• We have used the genomes of Sporisorium reilianum f. sp. zeae and S. reilianum f. sp. reilianum, two closely related formae speciales infecting maize and sorghum, respectively, together with the genomes three other smut fungi to identify effector genes which have signatures of positive selection. When assessed for their contribution to virulence in S. reilianum f. sp. one mutant was identified that had lost virulence. This suggests that effector genes under positive selection either do not play a role in virulence under the employed conditions or are selected for traits not directly linked to pathogenicity.
• We have successfully adapted the CRISPR-Cas9 system for multiplexing to be able to target gene families.
A second interdepartmental workshop on “Plant Fungus Interaction” was funded through the Université Franco-Allemande. Involved in writing the application and organizing the workshop were Pierre Grognet, Stefanie Reissmann and Regine Kahmann from Marburg as well as Claire Veneault-Fourrey and Francis Martin from Nancy. The meeting took place at the MPIterMic between October 26-29, 2016and was attended by 45 participants, mostly students and postdocs from the groups of Prof. Dr. Francis Martin from the Ecogenomics of Interactions group at INRA-Nancy, the groups of Prof. Dr. Gunther Doehlemann and Prof. Dr. Alga Zuccaro from the University of Cologne, the group of Prof. Dr. Eva Stukenbrock from the University in Kiel (all former group leaders in the department) and from the Department of Organismic Interactions at MPIterMic. The science was very much focused on ongoing, not yet published work, which provided an excellent basis for intense discussions – so much so that it was decided to organize another meeting of this kind in Cologne in 2018.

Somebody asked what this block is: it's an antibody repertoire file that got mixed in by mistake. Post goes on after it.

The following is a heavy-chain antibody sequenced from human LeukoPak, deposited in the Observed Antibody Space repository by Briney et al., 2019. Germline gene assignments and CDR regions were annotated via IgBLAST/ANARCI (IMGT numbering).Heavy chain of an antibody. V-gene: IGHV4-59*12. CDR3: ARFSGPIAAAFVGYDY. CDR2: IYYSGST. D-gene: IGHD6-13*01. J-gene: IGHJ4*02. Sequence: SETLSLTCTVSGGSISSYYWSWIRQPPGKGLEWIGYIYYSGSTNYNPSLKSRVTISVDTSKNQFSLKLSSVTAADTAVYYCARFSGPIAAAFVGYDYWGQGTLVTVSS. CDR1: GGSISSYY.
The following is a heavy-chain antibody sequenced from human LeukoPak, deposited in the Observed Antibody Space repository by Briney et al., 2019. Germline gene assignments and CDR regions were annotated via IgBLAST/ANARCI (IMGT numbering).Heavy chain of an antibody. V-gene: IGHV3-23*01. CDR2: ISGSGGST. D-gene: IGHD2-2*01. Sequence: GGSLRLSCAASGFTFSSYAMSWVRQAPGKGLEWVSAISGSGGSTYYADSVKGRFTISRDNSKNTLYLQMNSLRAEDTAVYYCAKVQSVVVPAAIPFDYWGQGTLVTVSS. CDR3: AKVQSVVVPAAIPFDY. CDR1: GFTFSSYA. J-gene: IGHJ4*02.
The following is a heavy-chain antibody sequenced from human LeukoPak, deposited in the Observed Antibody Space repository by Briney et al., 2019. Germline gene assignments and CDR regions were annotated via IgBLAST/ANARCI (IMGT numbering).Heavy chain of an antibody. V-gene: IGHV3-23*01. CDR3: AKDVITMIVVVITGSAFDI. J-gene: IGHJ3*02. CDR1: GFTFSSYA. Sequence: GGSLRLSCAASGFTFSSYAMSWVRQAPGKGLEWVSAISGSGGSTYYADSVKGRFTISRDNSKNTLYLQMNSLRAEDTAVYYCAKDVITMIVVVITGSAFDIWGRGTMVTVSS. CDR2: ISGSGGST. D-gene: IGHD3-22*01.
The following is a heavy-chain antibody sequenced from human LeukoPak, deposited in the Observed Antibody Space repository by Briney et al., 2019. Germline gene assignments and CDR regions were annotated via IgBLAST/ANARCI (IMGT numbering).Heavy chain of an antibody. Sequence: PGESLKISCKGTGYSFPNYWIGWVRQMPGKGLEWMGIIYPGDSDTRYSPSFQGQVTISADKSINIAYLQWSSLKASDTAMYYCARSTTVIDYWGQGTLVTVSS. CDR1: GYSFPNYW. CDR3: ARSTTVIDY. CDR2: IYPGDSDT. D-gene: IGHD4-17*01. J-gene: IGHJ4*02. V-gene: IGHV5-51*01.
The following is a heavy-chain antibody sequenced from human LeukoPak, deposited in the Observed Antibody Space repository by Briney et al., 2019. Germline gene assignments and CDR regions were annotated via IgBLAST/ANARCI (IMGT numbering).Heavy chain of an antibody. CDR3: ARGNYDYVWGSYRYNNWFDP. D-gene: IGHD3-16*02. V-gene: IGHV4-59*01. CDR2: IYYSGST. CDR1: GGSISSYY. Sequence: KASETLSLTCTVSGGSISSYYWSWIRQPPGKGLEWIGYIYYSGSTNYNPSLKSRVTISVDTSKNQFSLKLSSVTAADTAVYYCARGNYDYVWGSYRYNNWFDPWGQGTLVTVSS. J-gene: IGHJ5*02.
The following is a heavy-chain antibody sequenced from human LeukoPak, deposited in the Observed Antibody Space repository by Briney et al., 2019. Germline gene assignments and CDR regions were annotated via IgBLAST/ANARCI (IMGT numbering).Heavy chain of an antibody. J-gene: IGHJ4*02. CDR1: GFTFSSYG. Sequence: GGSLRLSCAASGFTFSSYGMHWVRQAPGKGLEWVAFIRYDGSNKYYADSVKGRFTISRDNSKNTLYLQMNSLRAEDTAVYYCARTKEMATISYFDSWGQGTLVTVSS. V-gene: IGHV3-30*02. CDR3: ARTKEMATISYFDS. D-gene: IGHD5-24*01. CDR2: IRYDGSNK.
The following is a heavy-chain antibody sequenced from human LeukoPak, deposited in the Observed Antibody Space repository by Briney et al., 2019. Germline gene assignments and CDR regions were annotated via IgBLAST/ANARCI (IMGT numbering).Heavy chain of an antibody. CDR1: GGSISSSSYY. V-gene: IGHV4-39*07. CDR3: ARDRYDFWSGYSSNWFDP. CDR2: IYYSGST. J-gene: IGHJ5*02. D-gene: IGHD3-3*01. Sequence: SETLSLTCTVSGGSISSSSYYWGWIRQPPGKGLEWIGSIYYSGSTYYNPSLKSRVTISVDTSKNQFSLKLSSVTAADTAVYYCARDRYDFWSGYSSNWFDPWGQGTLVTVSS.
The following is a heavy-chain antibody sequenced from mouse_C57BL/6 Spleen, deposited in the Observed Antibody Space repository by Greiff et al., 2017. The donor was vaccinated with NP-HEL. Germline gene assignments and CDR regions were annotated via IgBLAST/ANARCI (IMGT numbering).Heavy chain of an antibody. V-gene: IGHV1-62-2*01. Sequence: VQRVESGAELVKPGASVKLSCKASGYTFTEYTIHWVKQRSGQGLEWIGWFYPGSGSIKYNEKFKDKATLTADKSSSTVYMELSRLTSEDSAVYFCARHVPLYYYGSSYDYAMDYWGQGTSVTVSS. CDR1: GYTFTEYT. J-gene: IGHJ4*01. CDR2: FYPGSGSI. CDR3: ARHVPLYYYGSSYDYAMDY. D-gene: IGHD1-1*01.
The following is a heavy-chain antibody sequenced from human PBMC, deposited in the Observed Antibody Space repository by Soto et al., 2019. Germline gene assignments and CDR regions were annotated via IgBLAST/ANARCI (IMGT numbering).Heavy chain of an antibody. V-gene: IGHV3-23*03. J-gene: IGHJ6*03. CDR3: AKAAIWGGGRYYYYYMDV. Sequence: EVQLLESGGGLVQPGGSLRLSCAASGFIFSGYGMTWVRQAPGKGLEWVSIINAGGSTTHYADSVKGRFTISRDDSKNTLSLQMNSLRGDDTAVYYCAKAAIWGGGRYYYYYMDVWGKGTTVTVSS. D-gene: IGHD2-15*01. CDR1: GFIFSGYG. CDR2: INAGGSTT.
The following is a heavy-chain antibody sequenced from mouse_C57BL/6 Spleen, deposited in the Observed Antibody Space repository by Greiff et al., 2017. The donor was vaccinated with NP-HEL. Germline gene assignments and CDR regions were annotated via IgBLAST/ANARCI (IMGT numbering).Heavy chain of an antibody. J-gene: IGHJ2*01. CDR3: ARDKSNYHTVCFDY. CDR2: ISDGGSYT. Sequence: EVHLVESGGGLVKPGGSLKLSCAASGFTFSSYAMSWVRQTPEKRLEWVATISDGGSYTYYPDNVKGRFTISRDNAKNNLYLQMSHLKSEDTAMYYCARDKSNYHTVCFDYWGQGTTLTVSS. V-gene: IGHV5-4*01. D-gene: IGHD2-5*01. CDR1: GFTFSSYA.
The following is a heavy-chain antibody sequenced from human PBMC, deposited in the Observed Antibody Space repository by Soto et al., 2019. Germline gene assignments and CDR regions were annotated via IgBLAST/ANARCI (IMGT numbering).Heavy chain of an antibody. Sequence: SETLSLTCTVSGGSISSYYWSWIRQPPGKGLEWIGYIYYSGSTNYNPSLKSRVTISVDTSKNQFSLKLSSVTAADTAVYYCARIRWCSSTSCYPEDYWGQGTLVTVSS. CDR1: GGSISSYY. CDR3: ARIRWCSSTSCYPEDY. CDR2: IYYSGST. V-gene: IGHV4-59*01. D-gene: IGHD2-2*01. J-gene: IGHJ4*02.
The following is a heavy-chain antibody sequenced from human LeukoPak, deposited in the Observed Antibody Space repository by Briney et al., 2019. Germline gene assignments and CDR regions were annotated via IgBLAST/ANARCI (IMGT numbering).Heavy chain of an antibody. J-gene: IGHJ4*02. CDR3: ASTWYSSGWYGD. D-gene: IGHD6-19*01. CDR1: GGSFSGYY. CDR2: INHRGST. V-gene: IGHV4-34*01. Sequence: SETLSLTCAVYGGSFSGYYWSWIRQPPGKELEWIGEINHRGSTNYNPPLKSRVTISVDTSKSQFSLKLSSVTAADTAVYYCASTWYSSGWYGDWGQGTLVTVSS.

A second highlight was our retreat to the island of Usedom in the Baltic Sea in June 2017. 2 ½ days were spent with stimulating scientific discussions during which all graduate students and postdocs presented their work and gave an outlook on future perspectives. Additional time was set aside to discuss joint projects and main goals and how to achieve them until 2019.
National and international collaborations:
• with G. Bange (SYNMIKRO, Marburg, Germany) with respect to structure determination of U. maydis effectors.
• with H. Link (SYNMIKRO, Marburg) with respect to cAMP measurements.
• with S. Rensing (Philipps-Universität Marburg, Germany) with respect to the bioinformatic analysis of RNAseq data.
• with T. Glatter (MPIterMIC) with respect to mass spectroscopy.
• with M. Pauly (University of Düsseldorf, Germany) with respect to the analysis of polysaccharide matrix.
• with B. Zechmann (Baylor College, USA) with respect to effector localization by EM.
• with T. Heimerl at the EM-facility of SYNMIKRO (Marburg, Germany) with respect to microscopy of vesicles and fungal structures.
• with R. Roth and U. Paszkowski (Cambridge University, UK) with respect to EM- analyses of effectors after cryofixation.